Character traits to include in your resume

Communication: The ability to communicate clearly and accurately is key in any position, and it needn’t necessarily be verbal. A potential employer would be interested in how you express yourself in writing — your resume, to start with. Make sure your resume is clear, concise, to the point, and not repetitive.

Don’t write: ‘I am excellent at communication.’

Instead, write: ‘I have demonstrated my communication skills, both verbal and non-verbal,  at xyz seminar or during a PowerPoint presentation that was greatly appreciated by my boss/colleagues’.

Time management: Always remember, at a lively workplace, the deadline is always ‘yesterday’. Time management is a character trait that you must possess for any job. Think of examples when you completed a certain task on time, and how it made a big difference at your former workplace.

Don’t write: ‘I am good at time management.’

Instead, write: ‘I completed the xyz project in record time despite it having been handed to me on short notice. That became a talking point at work for quite some time’.

Teamwork: Working in isolation in current times is next to impossible, and isn’t productive even. Stress that you are a positive and sociable person who likes to work along with colleagues as a team.

Don’t write: ‘I am a team player, but I also do well when working all by myself’.

Instead, write: ‘I enjoy working in groups. I am a good listener and open to constructive criticism. In my last job, I led a five-member team where we had the task of devising a strategy to boost sales of xyz products. We brainstormed by posing questions to each other and incorporating every member’s suggestions until we arrived at a unanimous strategy. I take pride in the fact that there was zero conflict, and every member had the opportunity to voice their opinion.’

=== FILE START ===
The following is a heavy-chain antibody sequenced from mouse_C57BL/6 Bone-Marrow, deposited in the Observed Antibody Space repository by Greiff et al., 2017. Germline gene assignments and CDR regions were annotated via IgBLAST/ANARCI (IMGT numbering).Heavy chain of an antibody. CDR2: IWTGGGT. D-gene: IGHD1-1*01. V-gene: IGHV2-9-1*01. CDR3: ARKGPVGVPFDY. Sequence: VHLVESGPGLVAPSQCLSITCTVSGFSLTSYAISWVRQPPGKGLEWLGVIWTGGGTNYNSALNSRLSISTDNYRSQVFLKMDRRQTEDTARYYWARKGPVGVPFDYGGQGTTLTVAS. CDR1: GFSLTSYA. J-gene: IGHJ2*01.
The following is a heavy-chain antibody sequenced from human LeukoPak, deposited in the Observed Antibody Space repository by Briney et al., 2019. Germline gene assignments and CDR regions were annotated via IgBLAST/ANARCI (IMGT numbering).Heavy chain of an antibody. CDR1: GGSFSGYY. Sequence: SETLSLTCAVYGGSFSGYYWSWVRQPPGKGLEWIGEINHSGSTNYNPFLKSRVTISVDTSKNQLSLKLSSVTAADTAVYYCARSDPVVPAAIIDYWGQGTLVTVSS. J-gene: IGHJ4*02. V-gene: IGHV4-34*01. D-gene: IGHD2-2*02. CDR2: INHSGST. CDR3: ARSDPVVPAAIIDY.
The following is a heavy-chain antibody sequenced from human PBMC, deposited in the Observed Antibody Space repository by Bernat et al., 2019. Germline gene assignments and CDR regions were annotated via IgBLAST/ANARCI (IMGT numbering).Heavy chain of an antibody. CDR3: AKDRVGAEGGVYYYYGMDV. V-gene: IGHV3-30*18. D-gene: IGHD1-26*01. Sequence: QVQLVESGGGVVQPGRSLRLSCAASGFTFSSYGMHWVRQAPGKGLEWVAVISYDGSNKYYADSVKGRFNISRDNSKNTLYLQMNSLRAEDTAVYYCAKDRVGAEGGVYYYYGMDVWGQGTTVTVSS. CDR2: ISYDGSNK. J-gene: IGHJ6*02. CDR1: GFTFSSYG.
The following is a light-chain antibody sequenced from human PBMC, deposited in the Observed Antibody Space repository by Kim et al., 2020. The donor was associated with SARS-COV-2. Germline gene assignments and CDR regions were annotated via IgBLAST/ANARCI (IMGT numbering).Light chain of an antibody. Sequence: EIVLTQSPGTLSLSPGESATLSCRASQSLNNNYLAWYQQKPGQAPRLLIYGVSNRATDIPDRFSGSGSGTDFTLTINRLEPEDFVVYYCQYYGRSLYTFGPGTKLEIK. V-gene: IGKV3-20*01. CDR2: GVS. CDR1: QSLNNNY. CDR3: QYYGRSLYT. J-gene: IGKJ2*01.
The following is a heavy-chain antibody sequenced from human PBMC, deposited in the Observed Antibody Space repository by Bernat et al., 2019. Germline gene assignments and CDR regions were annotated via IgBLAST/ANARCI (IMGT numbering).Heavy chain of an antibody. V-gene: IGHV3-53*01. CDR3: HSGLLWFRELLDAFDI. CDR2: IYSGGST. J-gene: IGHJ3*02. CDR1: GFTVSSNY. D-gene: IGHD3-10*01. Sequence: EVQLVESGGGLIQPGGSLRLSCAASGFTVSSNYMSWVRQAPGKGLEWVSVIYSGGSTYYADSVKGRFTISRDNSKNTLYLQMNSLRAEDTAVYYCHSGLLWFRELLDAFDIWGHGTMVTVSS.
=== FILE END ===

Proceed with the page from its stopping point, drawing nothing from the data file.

Character traits to mention in your interview

Once your application has been considered and you’re invited to the interview, remember to exhibit the following character traits:

Confidence: The mirror trick never gets old. Practice answering possible questions in front of a mirror and check for awkward gestures or body language. Remember, there’s a thin line between confidence and arrogance, so don’t talk yourself up too much unless you can substantiate those claims with proof.

Honesty: Do not lie during the interview or exaggerate your achievements. If you talk about a worthy project that you had completed with the help of a colleague, do mention it instead of pocketing all the credit. This will show your humility and showcase that you are a team player. 

Loyalty: The golden rule in an interview is to never criticize your boss or complain about colleagues, even if your last workplace may have been toxic. For questions like ‘Why did you leave your last job’, it is always best to respond with ‘I am looking for bigger challenges and professional growth’ or ‘I have always aspired to work with your company; my last job was a stepping stone.’

 

Personality Traits That Will Get You Hired in an Interview


A multi-tasker: Employers prefer those who are willing to come out of their roles and do whatever is necessary.